THE TITANIC: TALE OF A  TENACIOUS WOMAN

THE TITANIC: TALE OF A TENACIOUS WOMAN

Helen Churchill Candee (at center) with 5 other women on horseback led the historic 1913 “Votes for Women” suffrage parade in Washington, D.C.

 

Titanic survivor, Helen Churchill Candee and her extraordinary life will be celebrated at the Titanic Centennial Commemoration at the Spring opening of the Lockwood Mathews Mansion Museum, 295 West Avenue,  Norwalk, Connecticut, on the evening of April 21, 2012.  In her life, she made important contributions to society and to our country.  Please see the invitation to the commemoration below.

Much to my surprise, in addition to known first decorator Elsie de Wolf,  Helen Churchill Candee fancied herself a decorator during the same era in the early 20thcentury.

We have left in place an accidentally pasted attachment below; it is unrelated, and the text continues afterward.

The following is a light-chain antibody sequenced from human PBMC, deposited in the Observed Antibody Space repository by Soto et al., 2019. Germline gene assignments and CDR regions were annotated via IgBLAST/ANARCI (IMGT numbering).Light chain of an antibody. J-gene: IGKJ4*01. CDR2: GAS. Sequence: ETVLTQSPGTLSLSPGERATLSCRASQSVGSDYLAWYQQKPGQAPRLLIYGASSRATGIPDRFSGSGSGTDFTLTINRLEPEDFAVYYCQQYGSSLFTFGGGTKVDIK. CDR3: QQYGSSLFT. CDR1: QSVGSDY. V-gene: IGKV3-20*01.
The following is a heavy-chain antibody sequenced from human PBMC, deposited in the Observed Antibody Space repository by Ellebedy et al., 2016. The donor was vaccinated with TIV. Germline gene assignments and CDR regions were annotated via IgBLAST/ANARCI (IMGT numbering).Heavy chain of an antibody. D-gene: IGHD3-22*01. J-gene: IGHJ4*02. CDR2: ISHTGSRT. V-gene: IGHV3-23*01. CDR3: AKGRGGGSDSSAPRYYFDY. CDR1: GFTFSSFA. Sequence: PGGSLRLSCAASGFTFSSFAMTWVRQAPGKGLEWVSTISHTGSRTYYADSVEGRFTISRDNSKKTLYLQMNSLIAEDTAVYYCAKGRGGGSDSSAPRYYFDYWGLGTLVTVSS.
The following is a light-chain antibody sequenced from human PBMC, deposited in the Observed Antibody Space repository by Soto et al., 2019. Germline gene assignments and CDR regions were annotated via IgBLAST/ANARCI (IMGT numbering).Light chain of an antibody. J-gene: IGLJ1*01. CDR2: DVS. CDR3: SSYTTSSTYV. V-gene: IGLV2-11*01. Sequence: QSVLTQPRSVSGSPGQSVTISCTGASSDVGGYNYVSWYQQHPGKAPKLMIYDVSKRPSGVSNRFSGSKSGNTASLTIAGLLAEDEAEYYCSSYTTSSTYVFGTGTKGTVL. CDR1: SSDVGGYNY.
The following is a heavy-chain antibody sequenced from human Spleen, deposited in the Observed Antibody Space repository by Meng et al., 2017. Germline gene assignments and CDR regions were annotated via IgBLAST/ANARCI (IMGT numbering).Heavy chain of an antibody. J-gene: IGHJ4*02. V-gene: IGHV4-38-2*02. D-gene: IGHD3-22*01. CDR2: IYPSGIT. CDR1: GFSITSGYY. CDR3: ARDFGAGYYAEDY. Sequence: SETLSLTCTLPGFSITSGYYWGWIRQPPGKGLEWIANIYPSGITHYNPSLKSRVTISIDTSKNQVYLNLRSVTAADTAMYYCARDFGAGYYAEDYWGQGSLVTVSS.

Helen Churchill Candee 1905

The decorators of those years were self-taught and had important, influential connections.  Helen had impressive clients that led to her being commissioned by  President Theodore Roosevelt in 1907 to advise on the purchase of a set of Louis XVI chairs for the First Lady’s dressing room.

She was admired and well-respected as a decorator and historian. Helen’s specialty was antiques and period decoration.  She was critical of manufacturers and department stores that sold cheap imitation furniture. She did not approve of upscale decorators like de Wolfe endorsing good quality reproductions of period pieces for modern interiors. Looking back into history, de Wolf was very well connected and worked for the Vanderbilt’s and others of the same ilk. Society was moving away from the cluttered overstuffed rooms of the mid to late 19th century.  De Wolf’s interiors were fresh and uncluttered.  This room by Helen is cluttered with antiques in the Victoriana style.